We recently connected with Dawn Mahealani Douglas and have shared our conversation below.
Alright, Dawn Mahealani thanks for taking the time to share your stories and insights with us today. Earning a full time living from one’s creative career can be incredibly difficult. Have you been able to do so and if so, can you share some of the key parts of your journey and any important advice or lessons that might help creatives who haven’t been able to yet?
My lifelong journey in the performing arts started at a very young age. I was enrolled in my first dance class at 3-years-old and already competing in beauty pageants at that time. From then on, anything that involved movement, expression, and a stage caught my attention. I worked my way through the world of cheer, various genres of dance, modeling, and acting throughout high school and college, and I was making money for print and television work. Not thinking it was a viable, full-time career unless something extraordinary happened, I went on to obtain an undergraduate degree in marketing with a short stint in the corporate world and then a graduate degree in psychology leading to teaching undergraduate psychology classes for a few years.
I never gave up the performing arts that I enjoyed–dancing, modeling, and acting. I had talent agents and live entertainment companies that I worked for on the side of teaching. As more of that work picked up, I was able to teach less classes, moving to part-time status and eventually quitting altogether. I had started my own company to market myself, recognizing a need for Hawaiian and Polynesian themed entertainment along with other outdoor party themes such as mermaid parties for kids in the Atlanta area. There was no one who knew the culture and had the experience in entertainment that I did. I had also fallen in love with the dances on the first of many trips to Hawaii to study, so I figured it would be better to start my own company to be able to educate others and provide a more authentic experience for their Hawaiian themed events. I have been on a quest to learn more about my own Maori ancestry as well, and to find what and who calls me to do what I do.
In only a few months of having my own website and promoting my own business, the other party themes such as the mermaid that I started out with fell away as the dancing took over and at six months in, I was leaving teaching behind and running my Polynesian entertainment business full-time with the focus on dancing. As a Christian, I have always trusted God and the timing of my life. I believe that all the stops in my life’s journey were essential to achieving the success I have in business today. The love of performing was always present, the culture was always a part of me as I later found out, and I have certainly used the skills I learned in marketing and psychology in the everyday operations of my business.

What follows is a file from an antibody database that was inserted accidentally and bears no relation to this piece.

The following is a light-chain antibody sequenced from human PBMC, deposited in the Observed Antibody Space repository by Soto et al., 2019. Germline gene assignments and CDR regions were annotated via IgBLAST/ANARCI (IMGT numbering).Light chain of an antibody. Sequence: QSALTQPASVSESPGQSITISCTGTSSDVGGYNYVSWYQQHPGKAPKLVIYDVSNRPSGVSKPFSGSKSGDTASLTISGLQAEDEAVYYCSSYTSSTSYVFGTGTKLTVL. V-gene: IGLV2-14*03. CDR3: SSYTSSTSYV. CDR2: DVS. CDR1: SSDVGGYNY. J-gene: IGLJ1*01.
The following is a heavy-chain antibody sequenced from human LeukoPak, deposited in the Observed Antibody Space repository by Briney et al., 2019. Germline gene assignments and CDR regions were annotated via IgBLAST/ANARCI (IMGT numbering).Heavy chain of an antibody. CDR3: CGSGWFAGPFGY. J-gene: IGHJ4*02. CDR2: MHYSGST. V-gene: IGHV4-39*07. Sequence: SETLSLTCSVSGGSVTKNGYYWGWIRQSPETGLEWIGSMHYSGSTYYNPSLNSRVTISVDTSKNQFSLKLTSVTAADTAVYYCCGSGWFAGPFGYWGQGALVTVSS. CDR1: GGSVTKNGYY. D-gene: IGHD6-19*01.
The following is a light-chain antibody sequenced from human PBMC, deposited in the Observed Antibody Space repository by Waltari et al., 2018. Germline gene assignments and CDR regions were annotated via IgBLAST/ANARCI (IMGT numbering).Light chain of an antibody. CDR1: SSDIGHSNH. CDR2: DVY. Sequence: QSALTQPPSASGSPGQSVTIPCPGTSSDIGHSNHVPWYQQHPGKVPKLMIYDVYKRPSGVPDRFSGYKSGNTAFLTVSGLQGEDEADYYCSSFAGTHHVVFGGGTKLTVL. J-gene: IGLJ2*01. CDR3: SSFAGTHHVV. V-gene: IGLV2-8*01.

Awesome – so before we get into the rest of our questions, can you briefly introduce yourself to our readers.
Like most creatives, I believe I was called to this work and further driven by passion. I always go back to a photo of myself at 7-years-old when I attended my first Polynesian show in Florida. For a while after, I would answer the question of what you want to be when you grow up with “hula dancer.” Who would have thought that a girl growing up in Kentucky and moving to Georgia in young adulthood would somehow find her way to Hawaii and become a hula dancer for a living? That is obviously when the seed was planted in early childhood though. I have always believed that a desire in you that doesn’t go away is a God-given desire and the way He can use you the most. My mentors have also said that my ancestors have been calling me and I have a mission to educate others while I am continually learning about myself. With 16 performers on my roster and most having Polynesian ancestry, I am proud that my company, Mahealani’s Polynesian Entertainment, offers educational and entertaining experiences for our clients based on the cultures of the indigenous peoples of Hawaii, Tahiti, Samoa, and New Zealand. The mission is even more important having been based in a part of the country that does not have significant exposure to these cultures.
What do you think is the goal or mission that drives your creative journey?
My mission has been the same from the beginning–to provide educational and entertaining experiences. It is one thing to be able to entertain audiences, but it is even more valuable when you can teach them something, especially about another culture. They will remember the good time they had, but they will also remember the impact you had. Hopefully, they will leave our shows knowing there are similar yet distinct cultures making up the Pacific Islands and that each of these peoples have important stories that deserve to be heard and shared.
For you, what’s the most rewarding aspect of being a creative?
The most rewarding aspect of being a creative is being able to live what you love every second of every day. The songs, dances, costumes, and shows are on my mind 24/7 whether I am performing, rehearsing, or planning. Even the mundane, business operations are exciting because they keep the mission moving forward. No two days are ever the same, and there is constant evolving and creating to offer even better experiences for ourselves and those we serve.
- Website: dawnmahealani.com
- Instagram: instagram.com/dawndouglas1
- Facebook: facebook.com/dawndouglastalent
- Twitter: twitter.com/dawndouglas10
- Youtube: youtube.com/dawndouglas